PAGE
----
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    This is pretty much exactly what I was going to answer with, plus more. Metronomes are ruthless as telling you when you'e ahead or behind, so it's great training to play along with one. – user2808054 Jan 7 '15 at 15:56
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In my piano lessons, my teacher never made me use a metronome, but instead wanted that I develop my own tempo sense. Of course that went over years of teaching, it's not something that you learn in a day or two. But I guess you already understand this.

Here are a couple of suggestions:

  • ask your guitar teacher, because it is something that must be trained constantly, and requires someone which can hold the tempo very very precisely even if you loose it when playing, so he can correct your mistakes;
  • stop listening to backing tracks: when I play, with my teacher or with others at school, if anyone is keeping the tempo it is too easy to just follow their movement and stop listening to your own internal tempo;
  • I think that listening to a metronome from time to time, trying to replicate the tempo could be useful - I sometimes to that with wall clocks.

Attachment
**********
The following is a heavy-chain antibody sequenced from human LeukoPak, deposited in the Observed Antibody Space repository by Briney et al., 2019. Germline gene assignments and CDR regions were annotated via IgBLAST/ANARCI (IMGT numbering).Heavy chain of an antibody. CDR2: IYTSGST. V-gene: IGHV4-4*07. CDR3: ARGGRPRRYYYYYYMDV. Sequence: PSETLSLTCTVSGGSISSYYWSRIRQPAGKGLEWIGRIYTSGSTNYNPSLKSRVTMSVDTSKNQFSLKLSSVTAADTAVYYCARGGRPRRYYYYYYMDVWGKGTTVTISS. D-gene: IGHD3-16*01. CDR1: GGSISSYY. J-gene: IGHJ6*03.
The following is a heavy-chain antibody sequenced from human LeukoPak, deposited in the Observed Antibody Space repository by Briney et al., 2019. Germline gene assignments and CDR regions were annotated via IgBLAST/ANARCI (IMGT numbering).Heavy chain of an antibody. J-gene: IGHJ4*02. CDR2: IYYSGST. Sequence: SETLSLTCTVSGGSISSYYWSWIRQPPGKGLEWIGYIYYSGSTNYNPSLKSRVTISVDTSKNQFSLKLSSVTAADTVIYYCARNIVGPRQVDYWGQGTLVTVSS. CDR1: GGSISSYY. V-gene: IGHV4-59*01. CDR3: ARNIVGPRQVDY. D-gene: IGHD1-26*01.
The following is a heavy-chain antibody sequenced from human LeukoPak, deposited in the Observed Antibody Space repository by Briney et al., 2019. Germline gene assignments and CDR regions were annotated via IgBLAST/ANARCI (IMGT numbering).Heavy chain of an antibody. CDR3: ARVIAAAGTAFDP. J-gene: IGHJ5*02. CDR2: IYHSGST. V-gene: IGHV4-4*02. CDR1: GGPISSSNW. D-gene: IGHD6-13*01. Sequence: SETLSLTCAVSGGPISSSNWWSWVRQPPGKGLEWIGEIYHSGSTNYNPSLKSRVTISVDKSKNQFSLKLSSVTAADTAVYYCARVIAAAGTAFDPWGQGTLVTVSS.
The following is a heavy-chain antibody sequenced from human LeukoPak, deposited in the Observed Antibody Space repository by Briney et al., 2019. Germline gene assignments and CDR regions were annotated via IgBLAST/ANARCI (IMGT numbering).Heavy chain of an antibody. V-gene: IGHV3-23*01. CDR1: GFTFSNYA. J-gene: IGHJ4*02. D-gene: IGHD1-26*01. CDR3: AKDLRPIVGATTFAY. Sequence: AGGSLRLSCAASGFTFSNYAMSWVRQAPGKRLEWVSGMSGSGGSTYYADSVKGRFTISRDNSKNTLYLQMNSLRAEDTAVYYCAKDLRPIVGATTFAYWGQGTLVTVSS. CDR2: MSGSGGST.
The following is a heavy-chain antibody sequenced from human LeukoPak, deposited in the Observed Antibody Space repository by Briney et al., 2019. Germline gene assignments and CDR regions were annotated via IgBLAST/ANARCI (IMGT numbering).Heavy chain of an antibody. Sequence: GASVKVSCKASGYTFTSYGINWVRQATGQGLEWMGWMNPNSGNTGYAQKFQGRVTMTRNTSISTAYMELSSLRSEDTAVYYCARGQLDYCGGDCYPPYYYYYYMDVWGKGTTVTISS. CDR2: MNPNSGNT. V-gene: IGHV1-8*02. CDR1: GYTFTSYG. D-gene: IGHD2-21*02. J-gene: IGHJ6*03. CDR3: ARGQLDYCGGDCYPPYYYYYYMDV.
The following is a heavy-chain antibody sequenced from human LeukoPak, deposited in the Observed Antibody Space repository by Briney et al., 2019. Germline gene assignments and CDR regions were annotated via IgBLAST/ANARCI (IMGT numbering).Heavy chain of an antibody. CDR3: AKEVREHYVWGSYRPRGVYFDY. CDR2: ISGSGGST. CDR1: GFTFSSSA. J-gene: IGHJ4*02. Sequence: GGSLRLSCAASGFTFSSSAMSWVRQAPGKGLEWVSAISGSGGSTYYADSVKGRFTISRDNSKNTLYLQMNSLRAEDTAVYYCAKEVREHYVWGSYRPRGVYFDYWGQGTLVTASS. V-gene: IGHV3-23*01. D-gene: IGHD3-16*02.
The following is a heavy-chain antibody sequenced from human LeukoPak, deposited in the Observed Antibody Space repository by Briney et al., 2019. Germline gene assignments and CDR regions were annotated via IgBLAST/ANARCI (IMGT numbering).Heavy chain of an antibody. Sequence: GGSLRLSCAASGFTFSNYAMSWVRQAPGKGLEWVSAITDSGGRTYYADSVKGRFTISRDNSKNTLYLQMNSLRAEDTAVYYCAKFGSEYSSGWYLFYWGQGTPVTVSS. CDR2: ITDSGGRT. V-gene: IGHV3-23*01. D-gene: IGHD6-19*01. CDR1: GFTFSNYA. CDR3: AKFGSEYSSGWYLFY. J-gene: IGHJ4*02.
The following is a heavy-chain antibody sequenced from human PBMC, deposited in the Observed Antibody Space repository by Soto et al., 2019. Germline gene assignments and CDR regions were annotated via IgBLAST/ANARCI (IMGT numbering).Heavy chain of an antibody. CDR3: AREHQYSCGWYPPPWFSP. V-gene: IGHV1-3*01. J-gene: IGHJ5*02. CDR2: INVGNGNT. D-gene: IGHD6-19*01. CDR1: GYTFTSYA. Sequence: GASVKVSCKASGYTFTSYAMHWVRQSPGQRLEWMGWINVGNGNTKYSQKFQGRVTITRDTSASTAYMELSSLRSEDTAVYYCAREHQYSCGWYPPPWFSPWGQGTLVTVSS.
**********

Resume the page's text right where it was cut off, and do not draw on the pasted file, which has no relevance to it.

At last, when I have troubles with the tempo of a piece, I use the metronome in my digital piano: I set it to the right tempo, listen to the beats for a couple of measures,then I start to play and stop the metronome at random, then restart it later to check if I'm still in sync. Of course you can ask a friend to do these pauses for you.

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You don't definitely say you play with a drummer but if you do they should be setting the time. Perhaps your band doesn't follow the drummer, or perhaps your drummer isn't great - either is bad but it's too easy to assume it's the drummer's fault if other players 'fight' to lead the rhythm.

You could try playing with a Click Track and see what happens.

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I can wail against a backing track but if I am playing only with a metronome my fills show my lack of timing. After practicing several hours with a metronome and going back to the track I was playing better. There are times when you have to have a good sense of time and not lean on a rhythm section. Many songs are easy but the cracks will show when the rhythm is all up to you.